The Lower Third were the third of the groups with whom David Bowie recorded. Formed in 1963 in Margate, they moved to London in early 1965, and shortly afterward, Bowie (then still going by his real name, David Jones) won an audition to be the band's singer. In the '60s, Bowie unabashedly sponged off the day's trends to dictate the evolution of his own music. Although the two previous groups he had recorded a single apiece with, Davie Jones & the King Bees and the Manish Boys, had been into R&B, the Lower Third would get into mod rock, in the style of the Who and the Kinks. That would be made easier by the presence of producer Shel Talmy, who produced the Who and the Kinks, behind the board on the band's first single. (Talmy had already produced Bowie on the Manish Boys' sole 45.)
Although the Lower Third played on the mid-1965 single "You've Got a Habit of Leaving"/"Baby Loves That Way," it was actually billed to Davy Jones, with no mention of the Lower Third. "You've Got a Habit of Leaving," released in August 1965, was so reminiscent of the Who, and its guitar solo so close to the auto-destructive style of Pete Townshend, that one suspects Bowie wrote this right after hearing the Who's then-current single, "Anyway Anyhow Anywhere." The B-side, "Baby Loves That Way," was more ordinary, and did have a trace of the feyness that would become a more audible part of the Bowie persona as the years rolled by. The single was derivative, and Pete Townshend even told Bowie at a show where the Lower Third supported the Who that a song the Lower Third were rehearsing sounded like one of Townshend's. But the single at least gave Bowie a chance to get his own songs recorded.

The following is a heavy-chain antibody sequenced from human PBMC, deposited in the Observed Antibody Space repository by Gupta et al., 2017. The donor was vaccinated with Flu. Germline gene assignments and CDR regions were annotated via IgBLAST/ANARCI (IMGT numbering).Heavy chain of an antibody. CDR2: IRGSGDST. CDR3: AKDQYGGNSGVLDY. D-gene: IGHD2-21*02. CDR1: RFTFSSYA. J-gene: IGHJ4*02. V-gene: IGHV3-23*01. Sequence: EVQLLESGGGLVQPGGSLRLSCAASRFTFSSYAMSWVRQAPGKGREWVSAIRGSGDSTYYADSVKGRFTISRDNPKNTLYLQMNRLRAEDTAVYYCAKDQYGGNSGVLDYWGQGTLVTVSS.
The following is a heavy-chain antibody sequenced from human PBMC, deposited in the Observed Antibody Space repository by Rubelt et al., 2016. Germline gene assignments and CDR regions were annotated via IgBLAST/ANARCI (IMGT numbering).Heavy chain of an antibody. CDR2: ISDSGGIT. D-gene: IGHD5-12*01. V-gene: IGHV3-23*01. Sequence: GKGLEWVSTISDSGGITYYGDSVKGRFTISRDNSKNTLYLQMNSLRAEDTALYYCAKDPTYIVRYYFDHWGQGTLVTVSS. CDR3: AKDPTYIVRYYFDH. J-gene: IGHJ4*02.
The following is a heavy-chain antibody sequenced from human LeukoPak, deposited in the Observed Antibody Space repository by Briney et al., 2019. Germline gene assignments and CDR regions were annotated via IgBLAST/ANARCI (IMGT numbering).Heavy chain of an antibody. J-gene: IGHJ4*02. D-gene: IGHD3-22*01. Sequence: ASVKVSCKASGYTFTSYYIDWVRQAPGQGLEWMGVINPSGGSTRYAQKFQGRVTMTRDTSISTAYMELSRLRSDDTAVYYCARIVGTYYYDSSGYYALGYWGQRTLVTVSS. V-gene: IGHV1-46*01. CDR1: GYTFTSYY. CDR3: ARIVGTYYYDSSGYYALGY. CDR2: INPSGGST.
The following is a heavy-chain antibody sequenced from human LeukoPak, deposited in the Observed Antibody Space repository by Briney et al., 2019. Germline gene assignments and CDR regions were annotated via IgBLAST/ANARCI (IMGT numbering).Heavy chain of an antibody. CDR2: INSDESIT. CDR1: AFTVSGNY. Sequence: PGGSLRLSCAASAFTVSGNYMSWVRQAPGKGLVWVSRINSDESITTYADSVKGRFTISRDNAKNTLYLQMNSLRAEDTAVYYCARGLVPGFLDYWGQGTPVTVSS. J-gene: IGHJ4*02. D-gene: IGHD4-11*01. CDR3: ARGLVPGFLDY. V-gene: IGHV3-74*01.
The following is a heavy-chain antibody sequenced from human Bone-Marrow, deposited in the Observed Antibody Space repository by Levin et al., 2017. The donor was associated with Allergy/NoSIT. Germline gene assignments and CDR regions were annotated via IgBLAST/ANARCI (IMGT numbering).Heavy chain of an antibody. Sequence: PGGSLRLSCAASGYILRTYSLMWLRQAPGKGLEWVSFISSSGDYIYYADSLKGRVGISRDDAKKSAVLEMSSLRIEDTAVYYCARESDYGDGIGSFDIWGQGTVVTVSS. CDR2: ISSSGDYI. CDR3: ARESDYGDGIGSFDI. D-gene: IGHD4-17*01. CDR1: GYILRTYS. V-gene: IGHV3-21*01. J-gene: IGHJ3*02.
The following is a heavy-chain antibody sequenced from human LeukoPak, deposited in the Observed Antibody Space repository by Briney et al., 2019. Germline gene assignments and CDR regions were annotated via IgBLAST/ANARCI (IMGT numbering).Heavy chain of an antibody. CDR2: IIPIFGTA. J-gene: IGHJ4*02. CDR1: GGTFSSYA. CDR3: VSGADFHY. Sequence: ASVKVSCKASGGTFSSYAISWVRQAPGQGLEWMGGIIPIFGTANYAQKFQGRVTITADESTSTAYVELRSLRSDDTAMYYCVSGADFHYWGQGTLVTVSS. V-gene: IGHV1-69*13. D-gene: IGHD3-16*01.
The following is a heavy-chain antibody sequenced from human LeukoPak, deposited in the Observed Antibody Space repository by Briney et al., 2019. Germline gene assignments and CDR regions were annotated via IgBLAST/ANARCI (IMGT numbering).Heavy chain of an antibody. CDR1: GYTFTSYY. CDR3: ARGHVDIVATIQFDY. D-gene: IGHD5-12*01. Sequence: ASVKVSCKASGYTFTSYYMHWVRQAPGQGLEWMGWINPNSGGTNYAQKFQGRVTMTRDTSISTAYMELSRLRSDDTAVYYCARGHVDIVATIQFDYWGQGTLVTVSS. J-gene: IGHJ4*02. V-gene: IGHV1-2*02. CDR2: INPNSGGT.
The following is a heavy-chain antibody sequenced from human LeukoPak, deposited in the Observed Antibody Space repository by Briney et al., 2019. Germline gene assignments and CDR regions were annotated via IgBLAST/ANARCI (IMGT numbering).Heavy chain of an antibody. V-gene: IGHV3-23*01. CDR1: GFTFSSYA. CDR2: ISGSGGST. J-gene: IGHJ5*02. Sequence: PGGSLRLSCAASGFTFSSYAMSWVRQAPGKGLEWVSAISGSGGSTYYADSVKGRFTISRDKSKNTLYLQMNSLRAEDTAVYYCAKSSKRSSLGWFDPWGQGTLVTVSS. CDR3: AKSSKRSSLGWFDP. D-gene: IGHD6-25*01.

The Lower Third made one more single with Bowie, "Can't Help Thinking About Me"/"And I Say to Myself," for which the billing now read David Bowie with the Lower Third. This was fair pop-mod-rock that found Bowie starting to get a wee bit personal in his songwriting. Shortly after the record came out, though, the Lower Third broke up in a dispute over pay with their manager. Feeling that Bowie wasn't supporting their side of the argument, the other members of the band -guitarist Denis Taylor, bassist Graham Rivens, and drummer Phil Lancaster -- left Bowie on his own, which was probably the way the aspiring star preferred it anyway.
The four tracks that Bowie released with the Lower Third have been reissued several times. Early On (1964-1966), a compilation of early Bowie material, includes them and two previously unreleased Talmy-produced Bowie tracks from 1965, the Bowie originals "I'll Follow You" and "Glad I've Got Nobody," that also had the Lower Third as his support group.